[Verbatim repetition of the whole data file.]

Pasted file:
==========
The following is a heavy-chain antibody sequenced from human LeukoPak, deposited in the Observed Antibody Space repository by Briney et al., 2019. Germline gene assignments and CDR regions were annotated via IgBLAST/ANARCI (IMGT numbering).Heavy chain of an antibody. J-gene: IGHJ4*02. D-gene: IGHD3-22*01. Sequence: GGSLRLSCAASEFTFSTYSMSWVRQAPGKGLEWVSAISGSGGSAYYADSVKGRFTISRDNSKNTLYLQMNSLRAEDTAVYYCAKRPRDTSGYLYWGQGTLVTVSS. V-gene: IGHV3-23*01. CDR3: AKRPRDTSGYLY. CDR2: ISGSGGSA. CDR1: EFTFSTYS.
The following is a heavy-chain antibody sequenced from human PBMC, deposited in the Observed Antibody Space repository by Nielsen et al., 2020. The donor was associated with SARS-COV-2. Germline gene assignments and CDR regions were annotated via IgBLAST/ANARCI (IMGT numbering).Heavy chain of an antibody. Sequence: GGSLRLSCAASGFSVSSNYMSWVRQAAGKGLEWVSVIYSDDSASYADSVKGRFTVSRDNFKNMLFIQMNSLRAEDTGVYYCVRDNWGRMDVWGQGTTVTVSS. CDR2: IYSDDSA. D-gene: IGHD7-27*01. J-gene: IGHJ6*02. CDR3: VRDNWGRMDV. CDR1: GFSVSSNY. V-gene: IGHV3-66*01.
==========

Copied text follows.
The following is a heavy-chain antibody sequenced from human LeukoPak, deposited in the Observed Antibody Space repository by Briney et al., 2019. Germline gene assignments and CDR regions were annotated via IgBLAST/ANARCI (IMGT numbering).Heavy chain of an antibody. J-gene: IGHJ4*02. D-gene: IGHD3-22*01. Sequence: GGSLRLSCAASEFTFSTYSMSWVRQAPGKGLEWVSAISGSGGSAYYADSVKGRFTISRDNSKNTLYLQMNSLRAEDTAVYYCAKRPRDTSGYLYWGQGTLVTVSS. V-gene: IGHV3-23*01. CDR3: AKRPRDTSGYLY. CDR2: ISGSGGSA. CDR1: EFTFSTYS.
The following is a heavy-chain antibody sequenced from human PBMC, deposited in the Observed Antibody Space repository by Nielsen et al., 2020. The donor was associated with SARS-COV-2. Germline gene assignments and CDR regions were annotated via IgBLAST/ANARCI (IMGT numbering).Heavy chain of an antibody. Sequence: GGSLRLSCAASGFSVSSNYMSWVRQAAGKGLEWVSVIYSDDSASYADSVKGRFTVSRDNFKNMLFIQMNSLRAEDTGVYYCVRDNWGRMDVWGQGTTVTVSS. CDR2: IYSDDSA. D-gene: IGHD7-27*01. J-gene: IGHJ6*02. CDR3: VRDNWGRMDV. CDR1: GFSVSSNY. V-gene: IGHV3-66*01.